Global clean energy investment jumped 40% year-on-year in the third quarter of 2017 (Q3’17), according to a new report from Bloomberg New Energy Finance (BNEF). Although the financing of two huge solar projects in the United Arab Emirates led a market rebound in the previous quarter, BNEF credits seven wind farms around the world, each costing between $600 million and $4.5 billion, with helping boost clean energy financing in the third quarter.
The latest authoritative figures from the BNEF database of deals and projects show that the world invested $66.9 billion in clean energy in Q3’17 – up from $64.9 billion in the second quarter of this year and $47.8 billion in Q3’16.
According to BNEF, the numbers for the quarter mean that investment in 2017 so far is running 2% above that in the same period of last year; this suggests that the annual total is likely to finish close to or a little ahead of 2016’s figure of $287.5 billion. However, BNEF notes, this year looks highly unlikely to beat the record of $348.5 billion reached in 2015.
The standout move of the Q3’17 was American Electric Power’s (AEP) investing $4.5 billion in Invenergy’s 2 GW Wind Catcher project in the Oklahoma Panhandle. Due to be completed by 2020, the project will have 800 turbines, connected to population centers via a 350-mile, high-voltage power line. AEP still needs to secure some regulatory approvals, but because construction has started, BNEF is treating the project as financed.
Amy Grace, head of North America research for BNEF, says, “Wind Catcher is an example of a regulated utility in a wind-rich area of the U.S. taking advantage of federal tax credits to build a project that will produce electricity at below the cost of its existing coal and gas generating plants.”
The other top asset finance transactions of the quarter were DONG Energy’s decision to proceed with the 1.4 GW Hornsea 2 offshore wind farm in the U.K.’s North Sea at an estimated $3.7 billion by the time it is completed, as well as Northland Power’s $1.6 billion financing of the 252 MW Deutsche Bucht array in German waters.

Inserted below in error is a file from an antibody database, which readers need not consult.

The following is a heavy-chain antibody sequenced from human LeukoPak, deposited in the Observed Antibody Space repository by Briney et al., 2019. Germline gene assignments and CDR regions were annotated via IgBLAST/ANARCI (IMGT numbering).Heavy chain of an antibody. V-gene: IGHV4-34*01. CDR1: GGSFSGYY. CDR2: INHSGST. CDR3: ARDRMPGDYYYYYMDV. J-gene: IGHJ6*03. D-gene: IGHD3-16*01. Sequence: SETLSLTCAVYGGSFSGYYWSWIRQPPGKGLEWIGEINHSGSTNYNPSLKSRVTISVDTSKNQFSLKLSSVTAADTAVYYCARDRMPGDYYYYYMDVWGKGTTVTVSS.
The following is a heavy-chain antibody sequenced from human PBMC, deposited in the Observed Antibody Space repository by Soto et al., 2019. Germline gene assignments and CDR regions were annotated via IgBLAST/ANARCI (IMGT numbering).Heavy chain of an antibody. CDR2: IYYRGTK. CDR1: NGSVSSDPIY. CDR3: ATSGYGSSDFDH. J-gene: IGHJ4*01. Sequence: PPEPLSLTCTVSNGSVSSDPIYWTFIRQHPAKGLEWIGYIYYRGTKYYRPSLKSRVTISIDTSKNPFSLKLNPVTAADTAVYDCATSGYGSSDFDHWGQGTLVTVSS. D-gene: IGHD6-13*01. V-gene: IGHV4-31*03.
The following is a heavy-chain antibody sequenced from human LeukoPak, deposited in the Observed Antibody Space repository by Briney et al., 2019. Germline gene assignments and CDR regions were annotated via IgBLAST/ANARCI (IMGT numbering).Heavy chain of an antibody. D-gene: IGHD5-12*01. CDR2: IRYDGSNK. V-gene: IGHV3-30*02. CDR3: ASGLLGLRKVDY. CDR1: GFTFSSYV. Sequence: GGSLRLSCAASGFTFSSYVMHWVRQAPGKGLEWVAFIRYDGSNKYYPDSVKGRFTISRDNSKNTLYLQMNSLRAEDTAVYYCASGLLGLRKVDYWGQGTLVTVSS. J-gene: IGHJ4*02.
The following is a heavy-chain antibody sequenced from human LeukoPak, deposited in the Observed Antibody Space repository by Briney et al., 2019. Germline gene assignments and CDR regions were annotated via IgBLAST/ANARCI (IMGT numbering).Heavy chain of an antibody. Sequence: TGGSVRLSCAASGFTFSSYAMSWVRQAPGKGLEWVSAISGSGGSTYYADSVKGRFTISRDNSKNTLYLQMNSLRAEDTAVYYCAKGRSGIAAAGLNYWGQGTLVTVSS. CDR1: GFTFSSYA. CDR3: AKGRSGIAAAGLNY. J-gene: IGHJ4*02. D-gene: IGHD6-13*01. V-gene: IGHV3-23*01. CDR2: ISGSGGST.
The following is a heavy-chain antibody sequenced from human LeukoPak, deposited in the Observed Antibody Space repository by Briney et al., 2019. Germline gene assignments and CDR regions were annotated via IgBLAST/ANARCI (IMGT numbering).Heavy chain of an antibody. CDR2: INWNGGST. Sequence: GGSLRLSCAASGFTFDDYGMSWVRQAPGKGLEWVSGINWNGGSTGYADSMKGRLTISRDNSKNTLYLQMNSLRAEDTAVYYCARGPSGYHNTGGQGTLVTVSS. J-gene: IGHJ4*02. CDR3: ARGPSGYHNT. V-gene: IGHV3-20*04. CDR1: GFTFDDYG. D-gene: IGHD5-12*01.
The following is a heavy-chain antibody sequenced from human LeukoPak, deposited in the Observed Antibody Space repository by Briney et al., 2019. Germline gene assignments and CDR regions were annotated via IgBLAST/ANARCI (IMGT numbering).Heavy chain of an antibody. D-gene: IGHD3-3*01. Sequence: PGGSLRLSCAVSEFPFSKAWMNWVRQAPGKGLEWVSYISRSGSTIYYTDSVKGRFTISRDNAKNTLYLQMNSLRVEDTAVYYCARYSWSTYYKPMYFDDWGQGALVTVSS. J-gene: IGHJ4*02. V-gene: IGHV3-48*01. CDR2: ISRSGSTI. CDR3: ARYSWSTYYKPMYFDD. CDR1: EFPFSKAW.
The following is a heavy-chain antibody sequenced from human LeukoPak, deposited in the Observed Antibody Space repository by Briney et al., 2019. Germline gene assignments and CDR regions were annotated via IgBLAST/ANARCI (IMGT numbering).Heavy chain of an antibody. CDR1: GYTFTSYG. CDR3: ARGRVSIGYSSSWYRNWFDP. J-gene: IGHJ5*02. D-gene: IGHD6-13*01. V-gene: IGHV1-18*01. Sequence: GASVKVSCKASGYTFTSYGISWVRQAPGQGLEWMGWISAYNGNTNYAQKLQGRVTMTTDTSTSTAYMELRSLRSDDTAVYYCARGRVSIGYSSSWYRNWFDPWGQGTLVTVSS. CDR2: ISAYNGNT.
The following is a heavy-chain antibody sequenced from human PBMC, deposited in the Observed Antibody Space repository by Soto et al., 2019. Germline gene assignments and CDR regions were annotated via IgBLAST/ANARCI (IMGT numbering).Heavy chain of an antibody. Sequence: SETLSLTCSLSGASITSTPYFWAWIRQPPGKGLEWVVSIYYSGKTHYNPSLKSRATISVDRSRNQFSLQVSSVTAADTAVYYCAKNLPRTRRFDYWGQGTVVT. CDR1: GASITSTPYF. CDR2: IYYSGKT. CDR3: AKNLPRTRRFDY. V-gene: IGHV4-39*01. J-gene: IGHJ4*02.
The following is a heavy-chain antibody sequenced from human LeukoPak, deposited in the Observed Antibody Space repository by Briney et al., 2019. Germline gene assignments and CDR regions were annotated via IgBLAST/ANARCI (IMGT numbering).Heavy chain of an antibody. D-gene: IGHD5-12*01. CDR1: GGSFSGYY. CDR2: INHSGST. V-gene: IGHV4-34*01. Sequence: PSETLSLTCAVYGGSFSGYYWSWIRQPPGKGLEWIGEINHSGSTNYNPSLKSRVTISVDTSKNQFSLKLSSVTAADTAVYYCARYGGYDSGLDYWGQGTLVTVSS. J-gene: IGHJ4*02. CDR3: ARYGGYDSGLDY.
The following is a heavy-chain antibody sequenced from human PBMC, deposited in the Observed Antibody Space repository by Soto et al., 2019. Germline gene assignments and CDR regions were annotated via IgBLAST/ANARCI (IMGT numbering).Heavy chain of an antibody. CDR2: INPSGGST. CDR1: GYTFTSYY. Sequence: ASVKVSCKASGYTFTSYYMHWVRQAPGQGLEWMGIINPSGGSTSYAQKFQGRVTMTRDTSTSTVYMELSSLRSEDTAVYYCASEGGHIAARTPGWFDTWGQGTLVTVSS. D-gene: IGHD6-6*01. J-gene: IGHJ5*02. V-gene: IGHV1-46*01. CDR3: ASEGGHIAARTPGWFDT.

After those came two Chinese offshore wind farms (Guohua Dongtai and Zhoushan Putuo) totaling 552 MW and an estimated $2.1 billion; the Zuma Reynosa III onshore wind farm in Mexico at 424 MW and an estimated $657 million; and the 450 MW Coopers Gap onshore wind project in Queensland, Australia, at $631 million.
According to the report, the biggest solar project financing was an estimated $460 million for First Solar’s 381 MW California Flats PV project.
Breaking the quarter’s figures down by type of investment, asset finance of utility-scale renewable energy projects, such as those above, jumped 72% globally compared to the same quarter of last year and reached $54.3 billion. Small-scale project investment (solar systems of less than 1 MW) came to $10.8 billion in the latest quarter, up 9%, the report says.
The two other areas of investment that BNEF tracks quarterly are venture capital (VC) and private equity (PE) investment in specialist clean energy companies, as well as equity-raising on public markets by quoted companies in the sector. Both these areas had subdued activity in the third quarter, according to the report.
VC/PE funding was only $662 million in Q3’17 – down 79% from a very strong equivalent period a year earlier. The period of July to September 2017 was the weakest quarter for this type of investment since 2005, notes BNEF. The only deal to break three-figure millions was a $109 million private equity expansion capital round for Indian solar project developer Clean Max Enviro Energy Solutions.
Public markets investment was also subdued: It was down 63% year-on-year at $1.4 billion, representing its lowest quarter since the first quarter of 2016. The biggest equity-raisings were by Chinese company Beijing Shouhang Resources Saving to fund activity in solar thermal generation (a $675 million private placement) and a $314 million initial public offering by Greencoat Renewables, a Dublin-based investment company targeting operating-stage wind projects in Ireland and the rest of Europe.
Abraham Louw, associate for clean energy economics at BNEF, says, “The weak third quarter figure for public markets investment came ironically despite a strong performance from clean energy stocks, with the NEX index, for instance, rising 7.5 percent between the end of June and the end of September and now standing 22 percent up since the start of 2017.”